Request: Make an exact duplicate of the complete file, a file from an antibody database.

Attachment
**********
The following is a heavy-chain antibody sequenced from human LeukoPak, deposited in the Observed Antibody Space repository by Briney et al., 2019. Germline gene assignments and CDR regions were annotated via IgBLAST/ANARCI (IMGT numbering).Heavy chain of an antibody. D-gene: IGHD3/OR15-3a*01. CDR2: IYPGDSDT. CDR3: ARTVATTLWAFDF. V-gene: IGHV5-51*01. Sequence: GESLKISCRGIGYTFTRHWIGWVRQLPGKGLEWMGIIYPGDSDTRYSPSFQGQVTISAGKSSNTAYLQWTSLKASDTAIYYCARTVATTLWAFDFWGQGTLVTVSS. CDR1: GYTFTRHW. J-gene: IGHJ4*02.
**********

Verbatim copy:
The following is a heavy-chain antibody sequenced from human LeukoPak, deposited in the Observed Antibody Space repository by Briney et al., 2019. Germline gene assignments and CDR regions were annotated via IgBLAST/ANARCI (IMGT numbering).Heavy chain of an antibody. D-gene: IGHD3/OR15-3a*01. CDR2: IYPGDSDT. CDR3: ARTVATTLWAFDF. V-gene: IGHV5-51*01. Sequence: GESLKISCRGIGYTFTRHWIGWVRQLPGKGLEWMGIIYPGDSDTRYSPSFQGQVTISAGKSSNTAYLQWTSLKASDTAIYYCARTVATTLWAFDFWGQGTLVTVSS. CDR1: GYTFTRHW. J-gene: IGHJ4*02.